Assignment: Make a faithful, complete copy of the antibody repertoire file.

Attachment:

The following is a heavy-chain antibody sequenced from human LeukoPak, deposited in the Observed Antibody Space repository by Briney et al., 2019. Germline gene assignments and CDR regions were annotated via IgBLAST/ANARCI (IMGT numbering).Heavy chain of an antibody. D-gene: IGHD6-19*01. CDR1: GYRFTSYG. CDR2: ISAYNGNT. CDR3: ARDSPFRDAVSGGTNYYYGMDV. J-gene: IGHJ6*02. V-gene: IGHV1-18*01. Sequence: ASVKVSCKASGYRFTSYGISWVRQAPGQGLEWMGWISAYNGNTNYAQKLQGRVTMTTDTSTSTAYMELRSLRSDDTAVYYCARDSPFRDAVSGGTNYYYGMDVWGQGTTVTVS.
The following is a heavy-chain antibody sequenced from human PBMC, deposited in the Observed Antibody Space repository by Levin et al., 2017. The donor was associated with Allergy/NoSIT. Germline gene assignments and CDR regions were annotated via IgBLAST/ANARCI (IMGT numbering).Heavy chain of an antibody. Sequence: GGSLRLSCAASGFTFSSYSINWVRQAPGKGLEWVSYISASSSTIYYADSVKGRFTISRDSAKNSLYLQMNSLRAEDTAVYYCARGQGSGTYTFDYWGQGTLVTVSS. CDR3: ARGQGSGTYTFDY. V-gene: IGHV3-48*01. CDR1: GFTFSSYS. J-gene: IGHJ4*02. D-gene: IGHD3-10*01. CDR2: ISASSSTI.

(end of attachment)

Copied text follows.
The following is a heavy-chain antibody sequenced from human LeukoPak, deposited in the Observed Antibody Space repository by Briney et al., 2019. Germline gene assignments and CDR regions were annotated via IgBLAST/ANARCI (IMGT numbering).Heavy chain of an antibody. D-gene: IGHD6-19*01. CDR1: GYRFTSYG. CDR2: ISAYNGNT. CDR3: ARDSPFRDAVSGGTNYYYGMDV. J-gene: IGHJ6*02. V-gene: IGHV1-18*01. Sequence: ASVKVSCKASGYRFTSYGISWVRQAPGQGLEWMGWISAYNGNTNYAQKLQGRVTMTTDTSTSTAYMELRSLRSDDTAVYYCARDSPFRDAVSGGTNYYYGMDVWGQGTTVTVS.
The following is a heavy-chain antibody sequenced from human PBMC, deposited in the Observed Antibody Space repository by Levin et al., 2017. The donor was associated with Allergy/NoSIT. Germline gene assignments and CDR regions were annotated via IgBLAST/ANARCI (IMGT numbering).Heavy chain of an antibody. Sequence: GGSLRLSCAASGFTFSSYSINWVRQAPGKGLEWVSYISASSSTIYYADSVKGRFTISRDSAKNSLYLQMNSLRAEDTAVYYCARGQGSGTYTFDYWGQGTLVTVSS. CDR3: ARGQGSGTYTFDY. V-gene: IGHV3-48*01. CDR1: GFTFSSYS. J-gene: IGHJ4*02. D-gene: IGHD3-10*01. CDR2: ISASSSTI.